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Listening to Kesha’s new album Rainbow is like speaking in a code I wish neither of us knew. Music is a code for the things I can’t speak, so I sing them instead, along with her. I’m convinced Kesha is trying to tell me something. Or maybe, I’m trying to tell her something. There is as much telling in listening as there is in speaking, especially when you’re used to being silenced. Listening is a kind of remembrance; it feels like praying. Rainbow makes me look backward. It makes me remember.
Everyone has their own tyrant. Whatever the the opposite of praying is, that’s what you are to me. When I’m with you, I’m forced to talk in code, because you’ve done unspeakable things to me. I try to write it down, but it comes out fragmented. A lot of the stories come out like that, they say. But I only know my own story. It never comes to me linear, only in circles and spurts, in whorls and half-loops. Recycled stardust, borrowed energy. Some days I am full of love and hope, others, I find monsters under the bed and decide they are the ones I should pursue, the ones I need to impress.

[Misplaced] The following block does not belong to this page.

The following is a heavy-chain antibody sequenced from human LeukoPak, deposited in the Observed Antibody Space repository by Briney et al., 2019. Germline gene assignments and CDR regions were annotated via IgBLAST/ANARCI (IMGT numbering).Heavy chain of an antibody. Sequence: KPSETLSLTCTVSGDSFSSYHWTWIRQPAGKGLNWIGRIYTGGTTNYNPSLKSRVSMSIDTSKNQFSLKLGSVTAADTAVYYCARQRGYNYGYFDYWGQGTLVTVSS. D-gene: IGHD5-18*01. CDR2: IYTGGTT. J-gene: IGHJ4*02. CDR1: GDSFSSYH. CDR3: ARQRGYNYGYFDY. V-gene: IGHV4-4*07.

Every monster is another miniature of you, but I can’t say that out loud. I wonder what darkness must live inside you to leave so much night in me. I don’t believe the code will hold me up, above the water — it’s not a miracle, it’s just a tool. I can feel our rhythm bleeding out, edging toward the sky, something has to give. It’s unspeakable, so it becomes a color. Trauma is more color than sound, anyway, when I’m looking back on it.
A rainbow was once a sign of hope after unspeakable destruction, a coded promise of deliverance. I look into the sky and see nothing, no sign, no spaceship coming back for me, yet. Whenever I try to talk about the unspeakable, words are not enough. So I put the colors on and sing. Maybe sin is just a prayer gone wrong.